The lawyer leaned back in his chair. 'Very well,' he said, in his most good-humoured manner. 'Let's have it out. Observe, madam, I don't dispute your view of the position of affairs at the palace in Venice. You have your husband's letters to justify you; and you have also the significant fact that Lady Montbarry's maid did really leave the house. We will say, then, that Lord Montbarry has presumably been made the victim of a foul wrong-- that Mr. Ferrari was the first to find it out--and that the guilty persons had reason to fear, not only that he would acquaint Lord Montbarry with his discovery, but that he would be a principal witness against them if the scandal was made public in a court of law. Now mark! Admitting all this, I draw a totally different conclusion from the conclusion at which you have arrived. Here is your husband left in this miserable household of three, under very awkward circumstances for him. What does he do? But for the bank-note and the written message sent to you with it, I should say that he had wisely withdrawn himself from association with a disgraceful discovery and exposure, by taking secretly to flight. The money modifies this view--unfavourably so far as Mr. Ferrari is concerned. I still believe he is keeping out of the way. But I now say he is paid for keeping out of the way--and that bank-note there on the table is the price of his absence, sent by the guilty persons to his wife.'
Mrs. Ferrari's watery grey eyes brightened suddenly; Mrs. Ferrari's dull drab-coloured complexion became enlivened by a glow of brilliant red.
'It's false!' she cried. 'It's a burning shame to speak of my husband in that way!'
'I told you I should offend you!' said Mr. Troy.
Agnes interposed once more--in the interests of peace. She took the offended wife's hand; she appealed to the lawyer to reconsider that side of his theory which reflected harshly on Ferrari. While she was still speaking, the servant interrupted her by entering the room with a visiting-card. It was the card of Henry Westwick; and there was an ominous request written on it in pencil. 'I bring bad news. Let me see you for a minute downstairs.' Agnes immediately left the room.
Alone with Mrs. Ferrari, Mr. Troy permitted his natural kindness of heart to show itself on the surface at last. He tried to make his peace with the courier's wife.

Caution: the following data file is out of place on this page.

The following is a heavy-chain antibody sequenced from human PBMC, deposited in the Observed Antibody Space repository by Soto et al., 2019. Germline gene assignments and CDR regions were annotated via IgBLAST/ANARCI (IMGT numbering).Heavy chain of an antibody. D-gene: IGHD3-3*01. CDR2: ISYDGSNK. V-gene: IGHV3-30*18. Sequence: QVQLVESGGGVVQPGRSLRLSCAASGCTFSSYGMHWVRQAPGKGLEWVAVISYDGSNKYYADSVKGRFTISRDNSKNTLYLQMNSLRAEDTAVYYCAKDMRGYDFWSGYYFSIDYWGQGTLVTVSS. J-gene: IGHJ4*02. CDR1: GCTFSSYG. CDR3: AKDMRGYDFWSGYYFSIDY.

'You have every claim, my good soul, to resent a reflection cast upon your husband,' he began. 'I may even say that I respect you for speaking so warmly in his defence. At the same time, remember, that I am bound, in such a serious matter as this, to tell you what is really in my mind. I can have no intention of offending you, seeing that I am a total stranger to you and to Mr. Ferrari. A thousand pounds is a large sum of money; and a poor man may excusably be tempted by it to do nothing worse than to keep out of the way for a while. My only interest, acting on your behalf, is to get at the truth. If you will give me time, I see no reason to despair of finding your husband yet.'
Ferrari's wife listened, without being convinced: her narrow little mind, filled to its extreme capacity by her unfavourable opinion of Mr. Troy, had no room left for the process of correcting its first impression. 'I am much obliged to you, sir,' was all she said. Her eyes were more communicative--her eyes added, in their language, 'You may say what you please; I will never forgive you to my dying day.'
Mr. Troy gave it up. He composedly wheeled his chair around, put his hands in his pockets, and looked out of window.
After an interval of silence, the drawing-room door was opened.
Mr. Troy wheeled round again briskly to the table, expecting to see Agnes. To his surprise there appeared, in her place, a perfect stranger to him-- a gentleman, in the prime of life, with a marked expression of pain and embarrassment on his handsome face. He looked at Mr. Troy, and bowed gravely.
'I am so unfortunate as to have brought news to Miss Agnes Lockwood which has greatly distressed her,' he said. 'She has retired to her room. I am requested to make her excuses, and to speak to you in her place.'
Having introduced himself in those terms, he noticed Mrs. Ferrari, and held out his hand to her kindly. 'It is some years since we last met, Emily,' he said. 'I am afraid you have almost forgotten the "Master Henry" of old times.' Emily, in some little confusion, made her acknowledgments, and begged to know if she could be of any use to Miss Lockwood. 'The old nurse is with her,' Henry answered; 'they will be better left together.' He turned once more to Mr. Troy. 'I ought to tell you,' he said, 'that my name is Henry Westwick. I am the younger brother of the late Lord Montbarry.'